A Mostly British Obsession

Wheelarch, Take 1

I’ve started on the wheel-arches, having re-sawn some of the very hard ash timber into 1/4″ thick, roughly three-inch-wide boards about six feet long. That will leave me plenty¬† of length to trim them to size.–though I’m sure I can mess that up! (I measured twice and it’s still too short!)


I’m using West System epoxy, on the advice of Ron Garner. It certainly has a nice metering setup and seemed to go on well. If it never sets up, I guess I’ll curse but I’m not expecting any trouble. Ron says it doesn’t penetrate ash very well, so its bond will end up being purely mechanical based on the surface of the boards. I roughed them with 80 grit paper, per the West guide’s recommendation. We’ll see.


The three boards ready for epoxy, and my disposable paint tray, foam roller, and most-importantly, the form for laying the arches up, secured to the end of one of my rolling work tables. Everything is covered in plastic, which, in this form, the epoxy won’t stick to.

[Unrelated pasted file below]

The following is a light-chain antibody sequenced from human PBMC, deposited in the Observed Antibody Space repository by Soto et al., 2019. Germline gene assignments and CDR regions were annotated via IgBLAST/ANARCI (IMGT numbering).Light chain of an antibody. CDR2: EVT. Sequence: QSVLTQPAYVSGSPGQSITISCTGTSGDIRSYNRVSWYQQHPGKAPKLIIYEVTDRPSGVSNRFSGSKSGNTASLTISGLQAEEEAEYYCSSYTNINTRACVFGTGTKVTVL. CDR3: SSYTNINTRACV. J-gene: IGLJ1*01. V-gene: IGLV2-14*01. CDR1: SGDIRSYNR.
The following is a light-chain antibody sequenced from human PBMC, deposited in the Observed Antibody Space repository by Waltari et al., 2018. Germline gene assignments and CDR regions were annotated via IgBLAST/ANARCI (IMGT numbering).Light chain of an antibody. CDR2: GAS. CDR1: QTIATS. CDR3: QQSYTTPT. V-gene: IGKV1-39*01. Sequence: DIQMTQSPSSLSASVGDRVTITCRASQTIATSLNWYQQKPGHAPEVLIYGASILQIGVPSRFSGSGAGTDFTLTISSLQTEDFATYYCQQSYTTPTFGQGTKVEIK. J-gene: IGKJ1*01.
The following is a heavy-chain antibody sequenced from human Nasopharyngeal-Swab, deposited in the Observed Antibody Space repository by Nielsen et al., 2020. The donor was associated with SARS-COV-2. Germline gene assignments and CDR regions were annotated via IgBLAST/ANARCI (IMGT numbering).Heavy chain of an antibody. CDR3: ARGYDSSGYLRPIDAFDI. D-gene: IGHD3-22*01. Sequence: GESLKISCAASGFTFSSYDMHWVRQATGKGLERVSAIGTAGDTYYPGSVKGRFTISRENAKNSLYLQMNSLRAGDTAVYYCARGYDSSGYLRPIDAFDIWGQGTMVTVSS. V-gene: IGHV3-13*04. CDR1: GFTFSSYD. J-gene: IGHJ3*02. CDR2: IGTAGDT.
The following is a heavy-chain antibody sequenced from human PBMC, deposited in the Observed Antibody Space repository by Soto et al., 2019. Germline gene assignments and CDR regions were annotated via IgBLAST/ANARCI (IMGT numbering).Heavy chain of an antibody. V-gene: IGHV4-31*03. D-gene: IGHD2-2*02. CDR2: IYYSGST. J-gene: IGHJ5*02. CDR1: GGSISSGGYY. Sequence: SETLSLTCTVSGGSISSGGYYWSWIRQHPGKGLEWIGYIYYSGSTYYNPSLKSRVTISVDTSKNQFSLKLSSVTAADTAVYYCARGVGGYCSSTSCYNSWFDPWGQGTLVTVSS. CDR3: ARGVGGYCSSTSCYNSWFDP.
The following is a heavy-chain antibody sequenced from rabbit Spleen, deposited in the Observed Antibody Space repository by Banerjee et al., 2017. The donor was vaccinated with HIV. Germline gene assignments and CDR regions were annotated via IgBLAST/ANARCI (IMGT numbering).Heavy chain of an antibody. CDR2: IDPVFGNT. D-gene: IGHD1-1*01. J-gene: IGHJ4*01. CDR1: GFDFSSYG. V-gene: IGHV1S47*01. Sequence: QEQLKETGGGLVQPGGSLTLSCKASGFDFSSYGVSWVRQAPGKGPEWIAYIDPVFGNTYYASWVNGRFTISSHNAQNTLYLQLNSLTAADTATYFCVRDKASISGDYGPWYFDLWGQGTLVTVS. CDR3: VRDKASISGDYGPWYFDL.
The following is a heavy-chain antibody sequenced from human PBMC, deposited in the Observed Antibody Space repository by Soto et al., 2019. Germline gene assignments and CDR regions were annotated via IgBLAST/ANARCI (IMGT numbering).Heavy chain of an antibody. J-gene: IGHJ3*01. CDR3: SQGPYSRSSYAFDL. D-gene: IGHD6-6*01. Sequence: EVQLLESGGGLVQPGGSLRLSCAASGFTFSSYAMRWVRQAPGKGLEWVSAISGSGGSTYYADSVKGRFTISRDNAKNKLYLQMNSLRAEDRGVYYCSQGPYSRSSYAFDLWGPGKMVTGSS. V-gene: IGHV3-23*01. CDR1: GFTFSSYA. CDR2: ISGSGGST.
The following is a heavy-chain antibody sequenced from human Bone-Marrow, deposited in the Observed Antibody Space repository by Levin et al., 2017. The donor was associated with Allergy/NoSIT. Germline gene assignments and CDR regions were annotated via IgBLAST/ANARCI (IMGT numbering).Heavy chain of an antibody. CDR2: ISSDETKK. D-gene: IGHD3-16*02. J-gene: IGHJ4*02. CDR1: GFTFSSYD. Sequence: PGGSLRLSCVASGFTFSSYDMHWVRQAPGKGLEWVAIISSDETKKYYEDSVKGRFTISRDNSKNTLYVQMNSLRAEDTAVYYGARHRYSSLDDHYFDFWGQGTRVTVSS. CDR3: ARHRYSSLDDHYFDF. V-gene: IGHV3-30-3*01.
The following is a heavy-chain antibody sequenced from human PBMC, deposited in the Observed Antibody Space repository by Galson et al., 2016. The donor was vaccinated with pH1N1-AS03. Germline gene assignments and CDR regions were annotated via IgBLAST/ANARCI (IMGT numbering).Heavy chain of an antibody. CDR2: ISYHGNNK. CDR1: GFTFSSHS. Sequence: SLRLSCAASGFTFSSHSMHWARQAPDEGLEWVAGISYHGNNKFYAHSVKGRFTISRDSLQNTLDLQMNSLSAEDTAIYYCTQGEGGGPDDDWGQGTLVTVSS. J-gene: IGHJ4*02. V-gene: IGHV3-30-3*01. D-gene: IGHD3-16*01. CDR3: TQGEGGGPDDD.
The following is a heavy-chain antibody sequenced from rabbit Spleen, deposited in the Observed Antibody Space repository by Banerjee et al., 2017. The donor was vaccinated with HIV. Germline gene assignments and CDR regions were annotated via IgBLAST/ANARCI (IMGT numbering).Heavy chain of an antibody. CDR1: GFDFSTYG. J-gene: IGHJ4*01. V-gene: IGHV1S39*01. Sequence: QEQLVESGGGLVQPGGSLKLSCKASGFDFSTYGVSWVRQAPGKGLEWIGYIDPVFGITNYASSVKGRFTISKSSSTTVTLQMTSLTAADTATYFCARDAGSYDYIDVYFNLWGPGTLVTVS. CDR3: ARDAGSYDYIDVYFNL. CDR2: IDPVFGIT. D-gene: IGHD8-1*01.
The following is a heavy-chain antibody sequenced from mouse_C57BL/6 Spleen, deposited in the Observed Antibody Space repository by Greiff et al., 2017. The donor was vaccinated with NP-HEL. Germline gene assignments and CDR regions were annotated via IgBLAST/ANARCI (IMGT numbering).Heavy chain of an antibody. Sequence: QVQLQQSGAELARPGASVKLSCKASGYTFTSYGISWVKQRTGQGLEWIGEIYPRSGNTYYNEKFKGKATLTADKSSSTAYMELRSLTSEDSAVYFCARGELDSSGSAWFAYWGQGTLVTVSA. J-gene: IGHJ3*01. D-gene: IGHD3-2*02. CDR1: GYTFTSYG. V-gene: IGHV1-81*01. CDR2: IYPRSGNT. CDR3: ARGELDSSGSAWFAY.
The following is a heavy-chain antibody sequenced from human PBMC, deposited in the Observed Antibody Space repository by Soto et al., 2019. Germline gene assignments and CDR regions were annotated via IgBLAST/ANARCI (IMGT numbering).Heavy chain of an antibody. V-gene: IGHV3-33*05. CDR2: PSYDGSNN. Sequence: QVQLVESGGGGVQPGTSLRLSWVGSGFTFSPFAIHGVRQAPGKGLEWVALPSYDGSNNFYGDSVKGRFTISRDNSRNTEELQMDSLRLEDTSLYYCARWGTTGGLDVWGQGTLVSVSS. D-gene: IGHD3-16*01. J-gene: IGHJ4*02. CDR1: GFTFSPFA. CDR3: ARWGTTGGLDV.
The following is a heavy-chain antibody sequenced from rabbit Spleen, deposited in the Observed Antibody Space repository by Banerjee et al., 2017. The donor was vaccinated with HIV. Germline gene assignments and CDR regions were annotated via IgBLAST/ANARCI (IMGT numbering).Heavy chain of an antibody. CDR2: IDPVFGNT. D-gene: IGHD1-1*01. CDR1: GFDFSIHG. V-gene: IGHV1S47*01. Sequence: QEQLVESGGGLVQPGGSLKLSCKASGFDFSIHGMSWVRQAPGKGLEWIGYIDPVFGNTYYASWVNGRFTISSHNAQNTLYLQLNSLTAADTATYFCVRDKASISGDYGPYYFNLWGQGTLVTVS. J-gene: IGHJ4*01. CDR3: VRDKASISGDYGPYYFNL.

The all-thread “U”s on the form take the wooden blocks, washers and nuts. I have some scrap plywood to provide additional squeeze at the board ends. Larger clamps would be better! You can see in the lead shot I ended up using some larger clamps at either end.


That’s my original inner-arch leaning against the form, with the laminated boards clamped into place. It’s a lot of work to get all the clamps on and tightened, a bit at a time, working around the form. The form is juuuust too narrow to be able to do two of these narrow arches at once. Probably ill-advised anyway.


This is my old arch and the trickiest detail, if I want to try an mimic it…it’s where the “bustle” rail meets the arch. You can see it’s a tapered relief so the rail can flow into the shape of the arch. Most other restorations I’ve seen photos of use an extra tapered piece on top of the arch to blend the two together.

I’ll let the arch sit in the form for a couple of days, in the meantime I’ll see how poorly I can cut out the new inners from plywood, my freehand cutting skills being what they are!

1 Comment

  1. David Skelly


    Boatbuilder here. West System is good stuff. You shouldn’t have too much trouble laminating ash.

    Did you account for ‘springback?’ The laminated piece will relax to some degree when it comes off the form? You can either do it by trial and error or there are formulas that depend on thickness of wood and number of laminations. The basic idea is that the form needs to have a sharper curve than the final piece.

    I love your blog and the Morgan brings together two of my interests: old cars and woodworking!



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